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I have been observing it in its natural habitats and growing it for many years. I would like to share with you all my experiences with this beautiful bulb with which I have had a special relationship.
Its common name in South Africa is Karoo lily. The Karoo is the vast elevated dry central plain. Ammocharis coranica occurs throughout the Karoo and its range extends into the eastern grassland of the summer rainfall area. Although it is very widespread and common, it occurs in isolated populations in areas that suit it. It generally occurs at altitudes between 700 and 1500 metres on flats or in depressions which are seasonally wet, although its habitat is characterised by lengthy dry periods and severe droughts. It often occurs in bushy areas – typically in Acacia savannah, but is equally at home in short grassland. It often occurs in rocky soil but is just as happy in clay soils. The populations are characterised by vast numbers of plants packed closely together – sometimes over an area of a hectare or more in extent.
I have seen it as far west as Willowmore where the average annual rainfall does not exceed 350mm, but here it is usually confined to depressions where storm water accumulates. In the wetter eastern regions it can occur in a variety of habitats, but always in flatter country and never on steep and well drained slopes. It can tolerate frosts to – 8C in the winter when it it is completely dormant.
Leaf growth and flowering are entirely dependant on the rainfall. While the normal growth cycle starts in spring with flowering from October to early December, this is entirely dependant on rainfall and it is capable of remaining dormant until rain falls. It only flowers when conditions are ideal – populations often skipping a season if conditions are not right. I am at loss to know what stimulates flowering. Fire is certainly a factor in the grassland, provided it is followed by good rain, resulting in truly spectacular displays of massed flowers. However despite spring fires and early rains, some populations simply fail to flower in that season. On the other hand they often flower without the stimulation of fire, so it is by no means essential.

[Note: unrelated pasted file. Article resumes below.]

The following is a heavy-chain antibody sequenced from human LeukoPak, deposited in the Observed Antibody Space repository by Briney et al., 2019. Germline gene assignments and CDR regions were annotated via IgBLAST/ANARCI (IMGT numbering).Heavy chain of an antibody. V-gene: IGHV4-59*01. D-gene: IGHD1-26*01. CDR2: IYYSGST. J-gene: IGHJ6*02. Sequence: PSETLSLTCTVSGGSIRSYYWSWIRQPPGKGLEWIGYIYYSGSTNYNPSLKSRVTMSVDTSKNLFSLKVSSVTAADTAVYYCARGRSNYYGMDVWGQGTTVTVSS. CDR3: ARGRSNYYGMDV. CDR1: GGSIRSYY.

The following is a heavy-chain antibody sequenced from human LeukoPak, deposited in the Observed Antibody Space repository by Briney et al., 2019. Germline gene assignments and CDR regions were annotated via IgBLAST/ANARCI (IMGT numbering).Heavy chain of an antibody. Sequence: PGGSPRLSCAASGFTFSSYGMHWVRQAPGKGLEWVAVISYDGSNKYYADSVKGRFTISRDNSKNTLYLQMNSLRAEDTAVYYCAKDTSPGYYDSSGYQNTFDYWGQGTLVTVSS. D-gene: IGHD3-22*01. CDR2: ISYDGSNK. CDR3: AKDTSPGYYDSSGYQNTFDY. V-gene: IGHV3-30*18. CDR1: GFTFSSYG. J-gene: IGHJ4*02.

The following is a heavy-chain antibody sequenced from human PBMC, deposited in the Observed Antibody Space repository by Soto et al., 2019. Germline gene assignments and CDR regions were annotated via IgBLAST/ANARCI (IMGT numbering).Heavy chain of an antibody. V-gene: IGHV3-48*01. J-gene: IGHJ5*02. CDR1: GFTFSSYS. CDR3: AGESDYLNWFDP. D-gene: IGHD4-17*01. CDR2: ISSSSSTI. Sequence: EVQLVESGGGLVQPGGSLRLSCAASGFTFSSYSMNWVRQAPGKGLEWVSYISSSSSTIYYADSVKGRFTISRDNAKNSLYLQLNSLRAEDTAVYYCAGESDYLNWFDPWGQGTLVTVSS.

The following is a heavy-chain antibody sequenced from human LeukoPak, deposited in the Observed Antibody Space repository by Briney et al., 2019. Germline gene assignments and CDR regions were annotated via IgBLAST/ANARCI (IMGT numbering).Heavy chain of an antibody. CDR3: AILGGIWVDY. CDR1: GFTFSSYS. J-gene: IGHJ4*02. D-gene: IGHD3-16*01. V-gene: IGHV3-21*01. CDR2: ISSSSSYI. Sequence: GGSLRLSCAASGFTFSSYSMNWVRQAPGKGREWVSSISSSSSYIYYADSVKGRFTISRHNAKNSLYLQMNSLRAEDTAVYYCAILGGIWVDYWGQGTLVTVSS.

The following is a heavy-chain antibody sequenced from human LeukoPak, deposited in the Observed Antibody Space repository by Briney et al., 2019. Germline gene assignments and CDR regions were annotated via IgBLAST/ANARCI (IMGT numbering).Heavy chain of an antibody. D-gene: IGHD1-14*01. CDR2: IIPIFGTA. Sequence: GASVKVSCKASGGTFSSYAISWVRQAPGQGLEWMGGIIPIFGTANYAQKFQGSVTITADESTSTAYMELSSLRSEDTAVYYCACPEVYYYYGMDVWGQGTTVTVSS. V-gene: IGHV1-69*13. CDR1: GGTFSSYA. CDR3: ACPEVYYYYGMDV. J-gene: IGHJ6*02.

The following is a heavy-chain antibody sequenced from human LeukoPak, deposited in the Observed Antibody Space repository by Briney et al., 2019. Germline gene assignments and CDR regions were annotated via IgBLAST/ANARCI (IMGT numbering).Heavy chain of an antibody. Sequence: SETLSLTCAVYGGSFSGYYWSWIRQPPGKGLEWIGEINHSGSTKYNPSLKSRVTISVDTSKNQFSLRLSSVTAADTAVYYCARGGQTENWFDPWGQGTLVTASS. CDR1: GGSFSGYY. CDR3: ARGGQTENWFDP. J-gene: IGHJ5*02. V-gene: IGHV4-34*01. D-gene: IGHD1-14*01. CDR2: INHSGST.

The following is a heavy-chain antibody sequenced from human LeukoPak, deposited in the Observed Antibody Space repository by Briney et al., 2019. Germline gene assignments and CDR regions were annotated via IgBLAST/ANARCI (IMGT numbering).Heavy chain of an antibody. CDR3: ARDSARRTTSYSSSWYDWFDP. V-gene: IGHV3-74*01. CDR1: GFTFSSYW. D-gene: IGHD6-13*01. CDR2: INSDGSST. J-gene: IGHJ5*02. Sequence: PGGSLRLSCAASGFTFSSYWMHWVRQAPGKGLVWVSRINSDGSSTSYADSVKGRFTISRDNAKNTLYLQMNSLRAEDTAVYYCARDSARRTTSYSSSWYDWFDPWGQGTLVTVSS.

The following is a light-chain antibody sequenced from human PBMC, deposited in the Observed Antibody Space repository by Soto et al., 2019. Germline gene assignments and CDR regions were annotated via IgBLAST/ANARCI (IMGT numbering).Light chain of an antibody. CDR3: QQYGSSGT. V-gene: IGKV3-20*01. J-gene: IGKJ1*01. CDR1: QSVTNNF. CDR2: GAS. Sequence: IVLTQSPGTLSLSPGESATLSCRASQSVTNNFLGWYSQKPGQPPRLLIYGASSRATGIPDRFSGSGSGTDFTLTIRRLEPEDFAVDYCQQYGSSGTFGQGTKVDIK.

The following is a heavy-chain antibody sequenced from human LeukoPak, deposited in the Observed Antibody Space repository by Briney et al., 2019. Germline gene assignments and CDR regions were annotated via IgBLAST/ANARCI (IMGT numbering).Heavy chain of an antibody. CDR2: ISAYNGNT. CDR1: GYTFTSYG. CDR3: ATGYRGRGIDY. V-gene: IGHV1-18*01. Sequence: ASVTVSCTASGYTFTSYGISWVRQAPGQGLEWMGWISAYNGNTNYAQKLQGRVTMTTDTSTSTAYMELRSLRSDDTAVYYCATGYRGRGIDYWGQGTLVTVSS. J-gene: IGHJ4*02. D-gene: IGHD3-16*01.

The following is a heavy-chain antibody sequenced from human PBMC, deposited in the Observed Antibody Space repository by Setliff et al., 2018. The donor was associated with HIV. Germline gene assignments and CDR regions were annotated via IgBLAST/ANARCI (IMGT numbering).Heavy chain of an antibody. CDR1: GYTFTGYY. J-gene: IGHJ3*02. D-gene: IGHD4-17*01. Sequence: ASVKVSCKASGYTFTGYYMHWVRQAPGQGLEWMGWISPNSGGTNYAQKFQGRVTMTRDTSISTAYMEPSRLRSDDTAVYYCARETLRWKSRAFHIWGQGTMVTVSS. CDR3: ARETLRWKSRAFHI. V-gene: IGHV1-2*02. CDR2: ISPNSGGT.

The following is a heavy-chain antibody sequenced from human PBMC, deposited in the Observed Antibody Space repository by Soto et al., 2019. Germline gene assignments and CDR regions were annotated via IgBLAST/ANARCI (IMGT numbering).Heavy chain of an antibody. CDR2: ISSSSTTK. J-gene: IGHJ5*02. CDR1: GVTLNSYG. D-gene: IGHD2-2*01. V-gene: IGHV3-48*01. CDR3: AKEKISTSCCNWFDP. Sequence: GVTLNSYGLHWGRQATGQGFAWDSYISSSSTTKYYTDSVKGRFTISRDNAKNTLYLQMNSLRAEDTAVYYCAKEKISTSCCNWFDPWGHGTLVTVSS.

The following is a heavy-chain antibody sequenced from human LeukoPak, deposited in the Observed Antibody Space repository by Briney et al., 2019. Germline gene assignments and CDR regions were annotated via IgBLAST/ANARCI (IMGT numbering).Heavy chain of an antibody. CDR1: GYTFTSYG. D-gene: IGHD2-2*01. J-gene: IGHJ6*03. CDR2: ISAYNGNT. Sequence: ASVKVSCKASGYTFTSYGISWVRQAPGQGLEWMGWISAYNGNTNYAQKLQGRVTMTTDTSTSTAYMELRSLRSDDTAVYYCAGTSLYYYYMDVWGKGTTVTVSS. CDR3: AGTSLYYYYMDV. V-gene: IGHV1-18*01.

They produce copious amounts of seed which germinate readily when conditions are favourable (which is very seldom in nature). However, when this does happen very thick stands of plants result. Ammocharis is not affected to any large extent by grazing livestock – its leaves must be fairly unpalatable. Flowers and seed capsules are more readily eaten by sheep and goats. Its main natural enemy is the Amaryllis worm, Brithys crini pancratii, which has devastating effects when there are severe outbreaks, which are very frequent in the wild. They will eat all parts of the plant, favouring the seed capsules, but sometimes boring right into the bulbs. Ammocharis are the most susceptable amaryillid species to this pest and in nurseries they are always the first plants to be infested. They are therefore very useful, especially in Clivia nurseries, as indicators of a potential infestation (The next best menu item for the Amaryllis worm seems to be Crinum moorei!).
Ammocharis are rather shy to flower in captivity. It is easy to propagate from seed but is slow growing and takes a good number of years to mature. It is becoming popular as a landscaping subject in indigenous gardens in South Africa because it is so hardy, the foliage is attractive and the flowers are strongly scented. There is not much variation in the colour or shape of the flower heads. In all my years of exploring natural populations I have seen only one pure white flower.